Looking at an official map of Israel, one gets the impression that the country’s territory stretches from the Mediterranean Sea in the west to the Jordan River in the east. This is because Maps printed in Israel do not present the Green Line separating Israel’s sovereign territory from the territories it occupied in 1967. The disappearance of the Green Line from the map is not accidental – it is the result of secret resolutions made by the Israeli government several months after the war. Transcripts of the Security Cabinet discussions and related documents are presented here.
B/9. Depiction of borders on maps of the country
This is the first of two sessions the Ministerial Committee for Security Affairs held to discuss the erasure of the Green Line from maps. Minister Allon explained that with the occupation of the Territories in the Six Day War, the government declared that the 1949 armistice had been revoked, and that this had to be expressed in the maps. “Issuing a new map according to the  Armistice Lines”, Allon said, “would not reflect the political reality and would be taken to mean that we still consider these lines an eventual possibility”. Minister of Foreign Affairs Abba Eban asked not to emphasize the distinction between the now-annexed Jerusalem and the remaining West Bank on the map, while Minister of Defense Moshe Dayan proposed the 1949 Armistice Lines appear on the map alongside the 1967 Ceasefire Lines and the international borders. “A map isn’t a policy program”, Dayan said.
B/9. Depiction of borders on maps of the country
After a discussion held by the Ministerial Committee for Security Affairs, the ministers decided by a large majority to accept Labor Minister Yigal Allon’s proposal that Israel no longer print the Green Line in its official maps. The resolution was marked B/9. It was also noted that one of the ministers, the Minister of Health Yisrael Barzilai, voted in favor of a proposal to mark on the maps the boundaries of the Military Rule areas – apparently referring to areas where a Military Rule was applied in the newly occupied territories, and not to the areas within Israel where a Military Rule was applied until about a year earlier. Barzilai announced he would seek to appeal the decision before the government plenum.
Ahead of the 5 November 1967 government meeting, scheduled to discuss Minister Barzilai’s appeal of Resolution B/9, Minister Allon submitted a draft resolution adopting the Committee’s resolution.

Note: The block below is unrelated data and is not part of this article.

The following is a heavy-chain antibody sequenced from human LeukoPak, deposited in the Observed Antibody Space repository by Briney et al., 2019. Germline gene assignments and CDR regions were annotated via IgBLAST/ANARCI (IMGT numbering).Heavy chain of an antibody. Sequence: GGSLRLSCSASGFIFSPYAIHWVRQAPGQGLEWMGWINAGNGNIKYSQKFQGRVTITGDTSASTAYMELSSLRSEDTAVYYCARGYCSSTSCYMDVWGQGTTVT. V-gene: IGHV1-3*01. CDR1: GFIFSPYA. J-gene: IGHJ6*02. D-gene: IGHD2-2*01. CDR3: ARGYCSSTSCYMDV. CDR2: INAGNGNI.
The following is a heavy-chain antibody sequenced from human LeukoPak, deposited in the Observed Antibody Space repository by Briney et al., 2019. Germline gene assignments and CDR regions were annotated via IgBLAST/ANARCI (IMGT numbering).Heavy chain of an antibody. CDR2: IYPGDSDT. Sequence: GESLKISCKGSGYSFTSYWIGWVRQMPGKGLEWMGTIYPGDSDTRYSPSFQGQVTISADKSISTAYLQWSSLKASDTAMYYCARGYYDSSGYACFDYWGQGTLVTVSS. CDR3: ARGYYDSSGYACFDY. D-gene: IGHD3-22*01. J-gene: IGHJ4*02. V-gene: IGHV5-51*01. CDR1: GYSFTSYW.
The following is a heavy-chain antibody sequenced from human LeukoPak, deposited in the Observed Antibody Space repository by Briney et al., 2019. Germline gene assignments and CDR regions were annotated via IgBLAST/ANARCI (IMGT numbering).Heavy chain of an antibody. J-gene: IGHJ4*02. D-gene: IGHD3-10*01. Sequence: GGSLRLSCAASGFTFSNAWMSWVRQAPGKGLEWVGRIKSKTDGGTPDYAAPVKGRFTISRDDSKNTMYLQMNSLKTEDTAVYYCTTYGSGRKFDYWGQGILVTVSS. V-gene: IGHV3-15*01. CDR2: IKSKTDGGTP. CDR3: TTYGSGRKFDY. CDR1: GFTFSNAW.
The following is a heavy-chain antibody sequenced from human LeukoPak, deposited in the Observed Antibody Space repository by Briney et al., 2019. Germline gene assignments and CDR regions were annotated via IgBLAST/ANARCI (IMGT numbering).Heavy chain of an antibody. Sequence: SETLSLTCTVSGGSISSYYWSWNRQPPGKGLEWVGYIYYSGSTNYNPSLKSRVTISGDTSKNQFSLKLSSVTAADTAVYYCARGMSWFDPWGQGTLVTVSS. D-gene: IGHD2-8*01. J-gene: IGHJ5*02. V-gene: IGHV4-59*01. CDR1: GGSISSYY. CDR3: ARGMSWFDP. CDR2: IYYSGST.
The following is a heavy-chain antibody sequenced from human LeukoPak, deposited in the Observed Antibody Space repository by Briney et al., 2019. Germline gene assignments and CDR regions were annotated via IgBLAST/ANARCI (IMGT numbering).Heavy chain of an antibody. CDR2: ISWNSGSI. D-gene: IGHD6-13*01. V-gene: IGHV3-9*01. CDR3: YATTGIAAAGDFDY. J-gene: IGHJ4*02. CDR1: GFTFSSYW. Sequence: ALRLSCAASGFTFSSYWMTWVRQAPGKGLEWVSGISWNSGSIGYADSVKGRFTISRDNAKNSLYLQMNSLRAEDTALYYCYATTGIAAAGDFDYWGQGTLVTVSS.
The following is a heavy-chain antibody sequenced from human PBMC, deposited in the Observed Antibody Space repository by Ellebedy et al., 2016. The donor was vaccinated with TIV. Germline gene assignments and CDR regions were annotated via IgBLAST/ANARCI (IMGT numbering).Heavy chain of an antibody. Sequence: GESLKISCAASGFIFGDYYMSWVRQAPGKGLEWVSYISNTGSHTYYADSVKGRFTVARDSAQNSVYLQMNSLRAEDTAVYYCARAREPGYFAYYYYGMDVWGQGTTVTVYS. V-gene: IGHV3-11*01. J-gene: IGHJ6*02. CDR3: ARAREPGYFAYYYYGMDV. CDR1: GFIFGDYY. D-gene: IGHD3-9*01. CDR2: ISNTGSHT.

We do not know if the government discussed the appeal or voted on the draft resolution. The issue was brought back to the agenda of the Ministerial Committee’s on Security a week later, on 12 November.
B/21. Depiction of borders on maps of the country
The second discussion on this issue was held on November 12, 1967, also in the security cabinet, with ministers debating the demarcation of the Green Line on future maps at length. Minister Allon suggested censoring publication of the decision to print maps that do not show the Armistice Lines and the discussion then veered toward the status of the Latrun area. The ministers ultimately reaffirmed the decision to stop marking the Green Line on government printed maps and to issue a media blackout on the decision itself.
Resolution No. B/21
The Ministerial Committee on Security Affairs ratifed the decision it had made about three weeks earlier. Sensitive to the international response to the publication a new map without the Green Line on it, the committee also decided to postpone map printing until after the end of the UN General Assembly session. The decision was marked B/21. The two decisions of the Ministerial Committee regarding the erasure of the Green Line from the map were classified as “top secret” and were not published for many years.
To: head of Surveying Department
After the first discussion in the cabinet – and before bringing the issue to the government’s decision – Minister Yigal Allon sent a letter to the head of the surveying department, in which he prepared it for the expected changes in maps. “From this day forward, maps of Israel should be printed as follows”, Allon wrote to Yosef Elster, the first director of Surveying Department of the State of Israel. Allon then detailed the main points of the resolution he sought to approve in the government:
“From this day forward, maps of Israel should be printed as follows:
- The heading will appear as “Israel” with a sub-heading “Ceasefire Lines.”
- The Mandate border and  Armistice lines will not be printed in the new ordinary use map.
- In maps displaying the administrative boundaries, united Jerusalem should be displayed in accordance with the government resolution. In the districts included in the area of the military government, the words “Military Government” should be added in parentheses below the name of the district.
The ceasefire lines should be coordinated with the appropriate IDF official.
Since I must present this decision to the cabinet this coming Sunday, it will come into effect in a telephone conversation between us – so I hope – immediately after the cabinet meeting.”
Document courtesy of Gershom Gorenberg
"in favor of ‘obscuring’ the border"
An indication of the government’s mindset at the time can be found in a handwritten comment, by Ministry of Interior Executive Director Meir Silverstone:
“The Defense Minister (and perhaps other ministers[)] are in favor of ‘obscuring’ the border between the state and the administered territory, and for this reason, prefer us not to highlight the issue with border control under the Entry into Israel Law”.